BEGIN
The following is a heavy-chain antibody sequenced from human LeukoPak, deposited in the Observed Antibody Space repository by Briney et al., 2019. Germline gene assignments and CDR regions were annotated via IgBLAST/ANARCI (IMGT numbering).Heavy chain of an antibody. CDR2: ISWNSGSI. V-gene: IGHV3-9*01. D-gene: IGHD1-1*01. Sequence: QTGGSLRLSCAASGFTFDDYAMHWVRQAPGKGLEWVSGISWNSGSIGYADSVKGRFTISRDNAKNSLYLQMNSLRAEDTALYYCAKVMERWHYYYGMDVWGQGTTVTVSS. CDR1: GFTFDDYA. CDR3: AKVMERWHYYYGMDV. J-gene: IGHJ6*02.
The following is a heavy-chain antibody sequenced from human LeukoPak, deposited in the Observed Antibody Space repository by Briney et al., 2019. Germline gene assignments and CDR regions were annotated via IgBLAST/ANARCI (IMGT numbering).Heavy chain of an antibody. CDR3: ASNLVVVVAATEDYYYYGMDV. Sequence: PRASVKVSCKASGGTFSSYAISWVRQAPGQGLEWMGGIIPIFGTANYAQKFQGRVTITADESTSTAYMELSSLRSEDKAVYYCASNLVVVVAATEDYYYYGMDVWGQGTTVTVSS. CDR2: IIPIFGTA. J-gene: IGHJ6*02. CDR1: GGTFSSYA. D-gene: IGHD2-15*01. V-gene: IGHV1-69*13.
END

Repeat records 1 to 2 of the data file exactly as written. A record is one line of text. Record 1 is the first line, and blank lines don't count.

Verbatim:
The following is a heavy-chain antibody sequenced from human LeukoPak, deposited in the Observed Antibody Space repository by Briney et al., 2019. Germline gene assignments and CDR regions were annotated via IgBLAST/ANARCI (IMGT numbering).Heavy chain of an antibody. CDR2: ISWNSGSI. V-gene: IGHV3-9*01. D-gene: IGHD1-1*01. Sequence: QTGGSLRLSCAASGFTFDDYAMHWVRQAPGKGLEWVSGISWNSGSIGYADSVKGRFTISRDNAKNSLYLQMNSLRAEDTALYYCAKVMERWHYYYGMDVWGQGTTVTVSS. CDR1: GFTFDDYA. CDR3: AKVMERWHYYYGMDV. J-gene: IGHJ6*02.
The following is a heavy-chain antibody sequenced from human LeukoPak, deposited in the Observed Antibody Space repository by Briney et al., 2019. Germline gene assignments and CDR regions were annotated via IgBLAST/ANARCI (IMGT numbering).Heavy chain of an antibody. CDR3: ASNLVVVVAATEDYYYYGMDV. Sequence: PRASVKVSCKASGGTFSSYAISWVRQAPGQGLEWMGGIIPIFGTANYAQKFQGRVTITADESTSTAYMELSSLRSEDKAVYYCASNLVVVVAATEDYYYYGMDVWGQGTTVTVSS. CDR2: IIPIFGTA. J-gene: IGHJ6*02. CDR1: GGTFSSYA. D-gene: IGHD2-15*01. V-gene: IGHV1-69*13.